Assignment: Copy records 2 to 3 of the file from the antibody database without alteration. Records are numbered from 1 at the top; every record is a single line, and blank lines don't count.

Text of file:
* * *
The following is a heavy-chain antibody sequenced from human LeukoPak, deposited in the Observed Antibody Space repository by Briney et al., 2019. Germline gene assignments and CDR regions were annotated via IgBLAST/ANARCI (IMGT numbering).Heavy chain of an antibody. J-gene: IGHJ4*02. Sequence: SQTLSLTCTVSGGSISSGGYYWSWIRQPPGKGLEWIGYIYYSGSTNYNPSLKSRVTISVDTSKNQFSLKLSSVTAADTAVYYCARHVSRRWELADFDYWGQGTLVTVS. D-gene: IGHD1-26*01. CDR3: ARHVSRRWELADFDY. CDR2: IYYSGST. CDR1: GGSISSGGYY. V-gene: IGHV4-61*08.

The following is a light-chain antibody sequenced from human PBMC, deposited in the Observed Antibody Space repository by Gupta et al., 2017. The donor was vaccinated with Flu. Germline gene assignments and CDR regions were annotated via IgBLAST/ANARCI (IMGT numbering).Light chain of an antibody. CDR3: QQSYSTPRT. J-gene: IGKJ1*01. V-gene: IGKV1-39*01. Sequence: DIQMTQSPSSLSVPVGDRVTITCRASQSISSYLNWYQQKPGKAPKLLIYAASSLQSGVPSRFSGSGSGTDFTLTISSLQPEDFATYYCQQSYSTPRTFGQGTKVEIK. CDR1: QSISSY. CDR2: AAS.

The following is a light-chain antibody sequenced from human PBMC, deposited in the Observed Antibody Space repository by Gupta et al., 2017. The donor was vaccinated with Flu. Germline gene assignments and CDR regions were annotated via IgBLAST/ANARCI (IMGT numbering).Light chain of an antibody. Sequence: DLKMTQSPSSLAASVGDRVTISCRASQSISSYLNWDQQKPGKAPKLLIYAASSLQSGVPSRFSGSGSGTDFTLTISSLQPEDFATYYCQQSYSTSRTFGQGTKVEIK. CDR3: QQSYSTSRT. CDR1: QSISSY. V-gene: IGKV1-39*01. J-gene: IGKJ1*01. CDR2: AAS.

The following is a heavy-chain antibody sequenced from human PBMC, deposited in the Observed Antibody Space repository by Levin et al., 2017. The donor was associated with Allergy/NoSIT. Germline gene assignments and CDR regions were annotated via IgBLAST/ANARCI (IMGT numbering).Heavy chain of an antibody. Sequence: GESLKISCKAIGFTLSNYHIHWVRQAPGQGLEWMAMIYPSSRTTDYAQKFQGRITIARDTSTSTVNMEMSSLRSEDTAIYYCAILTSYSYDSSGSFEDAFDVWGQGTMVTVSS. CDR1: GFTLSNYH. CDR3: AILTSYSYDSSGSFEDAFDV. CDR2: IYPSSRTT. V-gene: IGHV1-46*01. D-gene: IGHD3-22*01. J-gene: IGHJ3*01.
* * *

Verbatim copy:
The following is a light-chain antibody sequenced from human PBMC, deposited in the Observed Antibody Space repository by Gupta et al., 2017. The donor was vaccinated with Flu. Germline gene assignments and CDR regions were annotated via IgBLAST/ANARCI (IMGT numbering).Light chain of an antibody. CDR3: QQSYSTPRT. J-gene: IGKJ1*01. V-gene: IGKV1-39*01. Sequence: DIQMTQSPSSLSVPVGDRVTITCRASQSISSYLNWYQQKPGKAPKLLIYAASSLQSGVPSRFSGSGSGTDFTLTISSLQPEDFATYYCQQSYSTPRTFGQGTKVEIK. CDR1: QSISSY. CDR2: AAS.

The following is a light-chain antibody sequenced from human PBMC, deposited in the Observed Antibody Space repository by Gupta et al., 2017. The donor was vaccinated with Flu. Germline gene assignments and CDR regions were annotated via IgBLAST/ANARCI (IMGT numbering).Light chain of an antibody. Sequence: DLKMTQSPSSLAASVGDRVTISCRASQSISSYLNWDQQKPGKAPKLLIYAASSLQSGVPSRFSGSGSGTDFTLTISSLQPEDFATYYCQQSYSTSRTFGQGTKVEIK. CDR3: QQSYSTSRT. CDR1: QSISSY. V-gene: IGKV1-39*01. J-gene: IGKJ1*01. CDR2: AAS.